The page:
Cool, Damp Weather Helps U.S. Wildfire Outlook

2017 on pace to be worst season in a decade

 

In this Wednesday, Sept. 27, 2017 photo, trees charred by a fire stand in the foreground in from of North Sister and Middle Sister in the background as seen from the drive into the Boy Scouts of America Oregon Trail Council’s Camp Melakwa in the Willamette National Forest near McKenzie Bridge, Ore. (Andy Nelson/The Register-Guard via AP)

 

HELENA, Mont. (AP) — Cool, damp weather has brought relief from wildfires in the northwestern U.S., northern Idaho and western Montana, but the fall fire season is getting underway in Southern California, forecasters said Sunday.

See also  Critics Ask Why PG&E Was Slow on Wildfire Safety

The risk of big wildfires will be above average for Southern California through December, the National Interagency Fire Center said in its monthly forecast .

The risk is also elevated in central and northeastern Montana through the end of October because of a severe and prolonged drought.

The forecast calls for average risk of big wildfires over much of the nation through the end of the year, although parts of the Midwest and South could face elevated danger.

Wildfires have burned more than 13,200 square miles (34,000 square kilometers) nationwide this year, putting 2017 on pace to be one of the worst in a decade.

See also  Michigan Crew Boss Academy Develops Firefighters into Leaders

The U.S. Forest Service, the nation’s primary wildfire-fighting agency, has spent more than $2 billion on fire suppression this year, a record.

The West has been vulnerable because a wet winter produced a dense crop of grass and small trees and a hot spring dried them out, fire managers said. Summer storms brought fire-starting lightning but little rain or even humidity.

By Sunday, 13 large fires were burning on 980 square miles (2,500 square kilometers). Oregon had seven large fires, California four, and Idaho and Montana had one each.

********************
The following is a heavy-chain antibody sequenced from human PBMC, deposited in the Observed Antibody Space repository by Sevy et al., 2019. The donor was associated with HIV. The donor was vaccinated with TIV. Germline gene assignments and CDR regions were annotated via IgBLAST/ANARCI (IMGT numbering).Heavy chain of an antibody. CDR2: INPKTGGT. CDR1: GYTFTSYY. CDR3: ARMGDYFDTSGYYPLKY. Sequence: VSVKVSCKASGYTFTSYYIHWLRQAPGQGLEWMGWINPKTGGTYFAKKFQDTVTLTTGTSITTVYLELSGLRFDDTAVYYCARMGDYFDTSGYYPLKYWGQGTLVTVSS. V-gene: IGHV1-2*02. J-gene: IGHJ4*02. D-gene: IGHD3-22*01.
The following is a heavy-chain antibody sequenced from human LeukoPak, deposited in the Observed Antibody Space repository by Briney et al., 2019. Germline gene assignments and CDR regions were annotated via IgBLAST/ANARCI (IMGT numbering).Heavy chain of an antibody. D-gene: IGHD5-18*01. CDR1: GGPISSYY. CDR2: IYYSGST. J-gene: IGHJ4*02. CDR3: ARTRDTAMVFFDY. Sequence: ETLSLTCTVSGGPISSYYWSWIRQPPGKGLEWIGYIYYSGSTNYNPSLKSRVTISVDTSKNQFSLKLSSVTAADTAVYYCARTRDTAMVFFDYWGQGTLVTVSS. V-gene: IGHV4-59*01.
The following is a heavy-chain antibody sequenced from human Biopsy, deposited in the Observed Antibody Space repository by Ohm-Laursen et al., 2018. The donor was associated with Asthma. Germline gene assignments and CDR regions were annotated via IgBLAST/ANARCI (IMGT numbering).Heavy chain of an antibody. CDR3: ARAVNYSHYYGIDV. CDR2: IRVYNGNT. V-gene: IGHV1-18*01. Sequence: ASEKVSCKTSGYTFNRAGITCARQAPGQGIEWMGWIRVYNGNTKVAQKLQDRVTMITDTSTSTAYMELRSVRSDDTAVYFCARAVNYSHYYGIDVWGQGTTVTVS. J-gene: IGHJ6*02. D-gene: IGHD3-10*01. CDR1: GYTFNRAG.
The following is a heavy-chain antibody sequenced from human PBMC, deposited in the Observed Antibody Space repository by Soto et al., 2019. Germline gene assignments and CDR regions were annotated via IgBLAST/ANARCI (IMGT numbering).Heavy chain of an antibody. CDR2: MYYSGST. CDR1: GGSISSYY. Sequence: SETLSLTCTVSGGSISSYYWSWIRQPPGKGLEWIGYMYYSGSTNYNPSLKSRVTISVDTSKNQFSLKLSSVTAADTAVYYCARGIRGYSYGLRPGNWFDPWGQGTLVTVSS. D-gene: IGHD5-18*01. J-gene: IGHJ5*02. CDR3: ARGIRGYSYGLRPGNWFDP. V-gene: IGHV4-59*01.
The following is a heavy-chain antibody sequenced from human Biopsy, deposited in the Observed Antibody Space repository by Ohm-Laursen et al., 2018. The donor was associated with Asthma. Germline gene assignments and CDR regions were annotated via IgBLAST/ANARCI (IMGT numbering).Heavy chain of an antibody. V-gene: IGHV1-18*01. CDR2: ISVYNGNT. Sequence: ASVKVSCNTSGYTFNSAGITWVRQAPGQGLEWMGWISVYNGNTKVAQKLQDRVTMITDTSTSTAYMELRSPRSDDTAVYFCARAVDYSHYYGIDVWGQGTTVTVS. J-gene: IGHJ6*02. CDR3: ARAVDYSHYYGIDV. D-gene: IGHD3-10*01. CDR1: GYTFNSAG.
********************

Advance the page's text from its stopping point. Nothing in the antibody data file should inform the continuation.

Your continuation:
Southern California was unusually cool and humid in mid-September, which reduced the fire danger at a time when it’s usually high, the National Interagency Fire Center said. But seasonal offshore winds could dry out the vegetation and raise the fire threat again.

See also  Happy to Present the New WATERAX Van

The center said two wet weather systems in mid-September dampened forests and grasslands in Idaho and western Montana.

“The recent precipitation coupled with prolonged cooling over the past 10 days has essentially ended the fire season over north Idaho and western Montana,” the center said.

But 40 percent of Montana, mostly in the northeastern corner, remains under extreme or exceptional drought conditions, according to the U.S. Drought Monitor . Big wildfires could erupt there under warm, dry and windy weather, the fire center said.

All contents © copyright 2017 Associated Press. All rights reserved.

Topics

Subscribe to Our Monthly Newsletter

Stay in the loop with our wildland newsletter.

2017 on pace to be worst season in a decade     HELENA, Mont. (AP) — Cool, damp weather has brought relief from wildfires in the northwestern U.S., northern Idaho and western Montana, but the fall fire season is getting underway in Southern California, forecasters said Sunday. The risk of big wildfires will be above […]

Get The Wildland Firefighter Newsletter

Related Articles

Reckless Burning Charge Against Federal Burn Boss Dismissed

Reckless Burning Charge Against Federal Burn Boss Dismissed

JAYSON JACOBY - Baker City Herald, Ore. Criminal charges have been dismissed against Ricky Lane Snodgrass, the U.S. Forest Service employee charged with reckless burning after overseeing a prescribed fire in Grant County in October 2022. Charges were moved from Grant...